The Hunger for Business Bandwidth

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What business doesn’t want more bandwidth? With businesses doing more online than ever before, the appetite for bandwidth is endless. There are 3 main areas driving the increased business bandwidth consumption: retail commerce, telecommunications, and cloud computing.

Retail commerce – Gone are the days of the traditional cash register. Today, businesses like retail stores & restaurants use networked point-of-sale systems to collect & store data. Internet connectivity is used to transmit sales information to a central computer, to query credit card providers for authorizations, or to access centrally maintained price information. Newly emerging applications enabling POS transactions to be conducted using mobile phones and tablets are also reliant on bandwidth.

Telecommunications – VoIP technology, video conferencing, and the proliferation of devices are just a few of the ways telecommunications are driving increased demand for business bandwidth. And business users, just like home users, are now connecting to the network with multiple devices, exponentially increasing the amount of bandwidth businesses require.

Cloud computing – Whether it’s connecting to servers, accessing software, or data files, growing numbers of business are realizing productivity gains and cost savings by sharing centrally stored resources which are accessed over the internet. As the number of companies reliant on cloud computing grows, so does the demand for high-quality, ultra-fast download and upload business grade bandwidth.

An Overview of Commonly Available Business Bandwidth Products
How is the growing demand for business bandwidth currently being met? A number of Internet products are marketed as high-speed internet products for business use:

Bonded DSL – Bonded DSL is the popular but technically improper term for bonded ADSL, in which copper lines with an individual upload capacity of 20 megabits per second are joined together, doubling that capacity. Data is split at the packet level before being routed simultaneously over the bonded lines at upload speeds of around 40 megabits per second. Its maximum upload capacity is just 4 megabits per second –insufficient for the business trying to push large data files to the cloud.

Ethernet over copper – Ethernet over copper uses Ethernet networking technology to transmit data over a twisted pair of copper cables. Unlike bonded ADSL, Ethernet over copper provides symmetrical transfer rates – up to 40 megabits per second download and upload speeds. In areas where fiber-backed Ethernet is unavailable, Ethernet over copper is a serviceable option for today’s data-hungry businesses, but availability is somewhat limited.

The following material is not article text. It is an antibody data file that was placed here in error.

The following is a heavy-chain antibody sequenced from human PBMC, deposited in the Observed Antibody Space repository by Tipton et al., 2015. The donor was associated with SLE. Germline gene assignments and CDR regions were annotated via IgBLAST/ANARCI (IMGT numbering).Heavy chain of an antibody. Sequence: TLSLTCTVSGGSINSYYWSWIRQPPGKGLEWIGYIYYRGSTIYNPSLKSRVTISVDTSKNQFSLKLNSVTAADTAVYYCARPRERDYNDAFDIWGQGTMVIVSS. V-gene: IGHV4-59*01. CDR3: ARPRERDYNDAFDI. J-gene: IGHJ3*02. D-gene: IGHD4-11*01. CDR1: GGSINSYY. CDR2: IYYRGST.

Cable modem – Cable modem is the technology cable TV providers use to distribute broadband, via the same coaxial cables that carry the cable TV signal. Cable modem is capable of delivering reasonably fast download speeds, but because the bandwidth is split at a centrally located node to be shared amongst multiple subscribers on that node, network performance can suffer when multiple subscribers place large demands on the network simultaneously. As with bonded ADSL, upload capacity is severely limited – generally only a few megabits per second and is also not adequate for business cloud applications.

The limitation of these technologies is due to the physical properties of the transmission medium – copper. The bandwidth that can be achieved on copper is a mere fraction of that possible on a single strand of optical fiber. When bundled together in fiber optic cables, the bandwidth potential seems almost limitless.

Fiber Optic Cable – Fiber optic cable effectively removes bandwidth speed barriers and is capable of multiple Gigabit download and upload speeds. Limited or metered bandwidth is a thing of the past, and the cost per megabit decreases due to the capacity of the fiber cable network. What’s the catch? Because fiber optic cable has to physically enter the building, there are certain additional installation costs. However, such costs are frequently absorbed by commercial landlords looking to increase the value of their building or to attract tenants.

The principal portion of the Internet’s backbone is now made up of fiber optic cable. The sooner providers make fiber to the premises available to the communities they serve, the greater the competitive advantage gained by the businesses in those communities.

Locally-owned & located in Downtown Bend BendTel provides a complete solution for all business communications needs – from phones to fiber-backed Metro Area Ethernet.

541-389-4020
www.BendTel.com

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Tom Barrett of BendTel

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